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Katie Hasty

Katie Hasty抯 career in music journalism began in college when she worked as a freelance writer for some of her favorite magazines before transitioning into full-time positions as a radio reporter, online editor and columnist for Billboard. She抯 also been a music channel manager for HitFix, where she currently serves as the Executive Managing Editor. When she抯 not writing about music, Katie consults with Mom + Pop Records and performs with her band, Numbers and Letters. We asked Katie to give us an insider look at the music industry now and tell us which artists should be on our radar.

New genres of music emerge all the time. Which types of music are having a moment now?
Midwest Rap! I love seeing names like Danny Brown, Chance the Rapper and Action Bronson getting a spin. Also, artists like James Blake, The Weeknd, Janelle Monae, Drake and Miguel have led what I've been calling 揅oke Bar&B.

In your opinion, what were the best albums this year?
I can't stop listening to Disclosure's Settle. It devastates me (in a good way). I think Vampire Weekend has found its commercial and artistic destiny with Vampires of the Modern City.

Which upcoming album releases are you most excited for?
I genuinely hope Katy Perry's Prism and Lady Gaga's ARTPOP are great. I think their singles are simultaneously easy to listen to, aggravating and sublime.

Who are your top three picks for rising artists to watch?
I think Red Fang is one of the rare newer rock bands to make me raise my voice. Art-folk songwriter Dana Falconberry and noise-rockers Spray Paint梑oth out of Austin梐re also incredible.

Which artist or band do you think has the best hair?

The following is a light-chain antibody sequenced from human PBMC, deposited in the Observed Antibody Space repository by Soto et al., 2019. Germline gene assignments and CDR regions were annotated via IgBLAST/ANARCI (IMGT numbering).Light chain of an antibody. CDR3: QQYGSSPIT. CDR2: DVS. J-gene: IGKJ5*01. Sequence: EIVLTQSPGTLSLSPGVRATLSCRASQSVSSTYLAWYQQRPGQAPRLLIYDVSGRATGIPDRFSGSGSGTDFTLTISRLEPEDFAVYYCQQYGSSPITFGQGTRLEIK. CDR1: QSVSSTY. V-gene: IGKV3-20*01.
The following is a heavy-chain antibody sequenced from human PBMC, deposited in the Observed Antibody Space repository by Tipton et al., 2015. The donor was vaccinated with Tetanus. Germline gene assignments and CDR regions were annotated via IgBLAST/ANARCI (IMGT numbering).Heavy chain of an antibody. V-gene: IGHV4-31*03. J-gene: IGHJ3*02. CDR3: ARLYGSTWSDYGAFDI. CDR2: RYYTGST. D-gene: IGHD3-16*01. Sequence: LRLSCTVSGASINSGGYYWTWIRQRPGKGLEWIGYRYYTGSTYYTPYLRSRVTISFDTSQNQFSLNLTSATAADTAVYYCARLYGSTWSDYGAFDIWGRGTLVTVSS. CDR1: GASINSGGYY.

Joan Jett. You know instantly it's her.

How does a musician抯 style (fashion and beauty) impact his/her career?
Authenticity is key to making and keeping fans, and if you're not being yourself (even if you're being an exaggerated version of yourself) in the way you dress, people can see right through you.

If you could reunite any band, who would you choose?
Uncle Tupelo. And they'd have to play nice.

Although they're still a ways away, do you have any predictions for the Grammy Awards?
Kacey Musgraves will win Best New Artist. Lorde will perform, and everybody will buy her album. Kendrick Lamar will take anything he's nominated for. I'll make fart noises through Chris Brown's appearance.

How have technology and the rise of bloggers changed the music scene?
I think people get burned out quicker on albums and brazenly dismiss or laud artists since there's this unspoken race to post songs/videos the quickest and in the loudest way possible. In the print days, there were a limited number of outlets; today, millions of websites are competing for traffic, and there are only a few ways to grab someone抯 attention. Music is, sadly, so disposable. You stream a song and it's done梱ou don't even have to physically throw anything away.

For musicians, technology has also allowed for just about anybody with a microphone and spare time to "cut" a record. That means there抯 more great art, but it also means there抯 a huge influx of bad and mediocre music you need to wade through to get to the good stuff. Artists have to find more than one or two ways to stick, and they have to be hungrier than the rest.

From what you've seen in the music industry, what tips would you give aspiring artists?
Become an expert at your instrument. That way, shamelessly promoting yourself (a
MUST) won't be so hard when you know you're the best.

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